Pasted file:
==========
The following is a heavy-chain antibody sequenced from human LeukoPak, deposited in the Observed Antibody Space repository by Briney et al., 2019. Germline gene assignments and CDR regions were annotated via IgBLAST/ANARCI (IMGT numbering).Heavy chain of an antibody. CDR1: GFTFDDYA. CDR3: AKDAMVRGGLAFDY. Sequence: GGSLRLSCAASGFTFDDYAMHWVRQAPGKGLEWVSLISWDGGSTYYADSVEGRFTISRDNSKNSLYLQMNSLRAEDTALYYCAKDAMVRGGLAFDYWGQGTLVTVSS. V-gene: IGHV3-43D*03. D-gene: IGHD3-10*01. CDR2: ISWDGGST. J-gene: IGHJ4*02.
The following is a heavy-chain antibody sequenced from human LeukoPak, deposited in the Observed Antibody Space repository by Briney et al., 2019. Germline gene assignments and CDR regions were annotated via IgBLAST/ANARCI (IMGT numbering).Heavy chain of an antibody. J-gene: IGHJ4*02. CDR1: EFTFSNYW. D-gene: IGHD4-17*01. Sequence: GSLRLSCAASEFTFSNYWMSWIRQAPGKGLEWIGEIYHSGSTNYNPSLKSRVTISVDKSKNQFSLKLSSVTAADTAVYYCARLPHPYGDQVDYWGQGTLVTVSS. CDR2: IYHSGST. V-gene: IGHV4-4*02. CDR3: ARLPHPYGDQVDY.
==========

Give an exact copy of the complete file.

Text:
The following is a heavy-chain antibody sequenced from human LeukoPak, deposited in the Observed Antibody Space repository by Briney et al., 2019. Germline gene assignments and CDR regions were annotated via IgBLAST/ANARCI (IMGT numbering).Heavy chain of an antibody. CDR1: GFTFDDYA. CDR3: AKDAMVRGGLAFDY. Sequence: GGSLRLSCAASGFTFDDYAMHWVRQAPGKGLEWVSLISWDGGSTYYADSVEGRFTISRDNSKNSLYLQMNSLRAEDTALYYCAKDAMVRGGLAFDYWGQGTLVTVSS. V-gene: IGHV3-43D*03. D-gene: IGHD3-10*01. CDR2: ISWDGGST. J-gene: IGHJ4*02.
The following is a heavy-chain antibody sequenced from human LeukoPak, deposited in the Observed Antibody Space repository by Briney et al., 2019. Germline gene assignments and CDR regions were annotated via IgBLAST/ANARCI (IMGT numbering).Heavy chain of an antibody. J-gene: IGHJ4*02. CDR1: EFTFSNYW. D-gene: IGHD4-17*01. Sequence: GSLRLSCAASEFTFSNYWMSWIRQAPGKGLEWIGEIYHSGSTNYNPSLKSRVTISVDKSKNQFSLKLSSVTAADTAVYYCARLPHPYGDQVDYWGQGTLVTVSS. CDR2: IYHSGST. V-gene: IGHV4-4*02. CDR3: ARLPHPYGDQVDY.